WLS reunites Eddie & Jobo as weekend talk team

WLS reunites Eddie & Jobo as weekend talk team

It’s comeback time for Eddie Volkman and Joe Bohannon, the eternally youthful duo who defined contemporary-hit radio in Chicago for two decades. But this time, instead of playing the hits, they’ll be talking up the issues of the day.


Eddie & Jobo have been hired as weekend hosts at Citadel Broadcasting news/talk WLS-AM (890). Starting this weekend, they’ll be on from 7 to 9 p.m. Saturdays. (The syndicated “Kim Komando Show” shrinks to one hour.) The new gig is an outgrowth of Eddie & Jobo’s fill-in stint for afternoon host Roe Conn last March.

They’re part of an enhanced lineup of local personalities on weekends including Jake Hartford, the team of Bruce Wolf and Dan Proft, “Steve Dale’s Pet World,” Tom Roeser, “Connected to Chicago” with Bill Cameron, and “Beyond the Beltway” with Bruce DuMont. Said WLS operations director Drew Hayes:

“WLS is Chicago through and through, and Eddie & Jobo are Chicago through and through, too. We are excited about them joining our ever-expanding lineup.”

Until they were bounced in November 2008, Eddie & Jobo hosted mornings on CBS Radio rhythmic Top 40 WBBM-FM (96.3) during two stints over a 20-year run. Their combined $3 million-a-year salaries — which continued to be paid out for eight months after they were ousted — put them among the highest paid radio personalities in the market.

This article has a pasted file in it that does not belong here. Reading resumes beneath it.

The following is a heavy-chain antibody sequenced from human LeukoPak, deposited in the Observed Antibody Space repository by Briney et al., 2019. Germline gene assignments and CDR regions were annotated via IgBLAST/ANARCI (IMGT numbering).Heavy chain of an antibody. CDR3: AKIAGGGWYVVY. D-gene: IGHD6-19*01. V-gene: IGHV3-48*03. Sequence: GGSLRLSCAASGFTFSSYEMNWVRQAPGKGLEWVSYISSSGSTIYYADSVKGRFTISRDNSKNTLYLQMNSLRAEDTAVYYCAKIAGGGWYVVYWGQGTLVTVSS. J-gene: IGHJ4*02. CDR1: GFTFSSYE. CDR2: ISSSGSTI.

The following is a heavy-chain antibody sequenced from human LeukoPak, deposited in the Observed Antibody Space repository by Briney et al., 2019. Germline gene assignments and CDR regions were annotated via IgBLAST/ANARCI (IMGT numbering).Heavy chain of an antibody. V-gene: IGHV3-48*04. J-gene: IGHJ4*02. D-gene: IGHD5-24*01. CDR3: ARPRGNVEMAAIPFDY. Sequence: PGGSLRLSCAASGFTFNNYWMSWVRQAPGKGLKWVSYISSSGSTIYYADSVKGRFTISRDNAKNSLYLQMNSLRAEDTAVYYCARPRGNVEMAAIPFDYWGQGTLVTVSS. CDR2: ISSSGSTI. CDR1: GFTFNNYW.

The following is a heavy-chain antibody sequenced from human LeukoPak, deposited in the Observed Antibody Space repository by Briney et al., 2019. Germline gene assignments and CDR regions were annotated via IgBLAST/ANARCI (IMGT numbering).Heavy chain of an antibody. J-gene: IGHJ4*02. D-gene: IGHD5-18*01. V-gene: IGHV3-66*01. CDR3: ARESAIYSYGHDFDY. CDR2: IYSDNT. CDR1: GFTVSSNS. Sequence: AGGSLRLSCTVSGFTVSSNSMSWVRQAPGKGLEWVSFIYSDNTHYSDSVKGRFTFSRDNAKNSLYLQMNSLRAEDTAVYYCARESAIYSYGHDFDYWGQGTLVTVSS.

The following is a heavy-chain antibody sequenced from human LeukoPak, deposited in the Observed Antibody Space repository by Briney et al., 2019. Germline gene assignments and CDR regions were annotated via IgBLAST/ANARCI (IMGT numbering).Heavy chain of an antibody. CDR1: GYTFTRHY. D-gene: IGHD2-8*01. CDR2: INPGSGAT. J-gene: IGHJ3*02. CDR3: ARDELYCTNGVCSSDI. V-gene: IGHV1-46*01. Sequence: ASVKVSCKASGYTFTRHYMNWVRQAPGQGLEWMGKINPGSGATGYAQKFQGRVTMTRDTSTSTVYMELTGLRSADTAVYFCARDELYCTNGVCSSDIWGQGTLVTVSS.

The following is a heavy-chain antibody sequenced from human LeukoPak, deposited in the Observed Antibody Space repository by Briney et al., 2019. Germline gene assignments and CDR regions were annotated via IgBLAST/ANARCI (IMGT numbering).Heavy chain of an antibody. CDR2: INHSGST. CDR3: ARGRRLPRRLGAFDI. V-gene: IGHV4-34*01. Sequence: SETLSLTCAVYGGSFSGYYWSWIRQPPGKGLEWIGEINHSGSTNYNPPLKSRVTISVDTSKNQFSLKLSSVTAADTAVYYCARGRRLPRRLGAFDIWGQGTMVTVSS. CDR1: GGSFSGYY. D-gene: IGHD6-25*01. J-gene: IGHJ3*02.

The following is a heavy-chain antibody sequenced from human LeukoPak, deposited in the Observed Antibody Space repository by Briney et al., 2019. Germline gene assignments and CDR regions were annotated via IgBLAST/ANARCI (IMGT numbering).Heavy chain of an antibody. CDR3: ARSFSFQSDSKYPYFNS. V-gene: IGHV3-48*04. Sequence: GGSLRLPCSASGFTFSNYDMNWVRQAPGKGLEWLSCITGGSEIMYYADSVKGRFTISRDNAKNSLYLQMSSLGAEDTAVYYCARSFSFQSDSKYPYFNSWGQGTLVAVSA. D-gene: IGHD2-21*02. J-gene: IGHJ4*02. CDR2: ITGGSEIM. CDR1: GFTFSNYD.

Since their departure from B96, Eddie & Jobo have kept themselves in the public eye through television commercials and occasional media appearances. Last week they turned up onstage at a North Side nightclub as part of the Just For Laughs Festival. Their hilarious riff on Chicago radio — with particularly brutal send-ups of Eric & Kathy and Drex — was a highlight of Schadenfreude’s “The City That Works” show. (Have I mentioned what a genius that Schadenfreude guy Justin Kaufmann is?)

Volkman is the scion of broadcast royalty in Chicago. His father, meteorologist Harry Volkman, is the elder statesman of TV weathermen, having worked at four local stations over his 50 years in the market.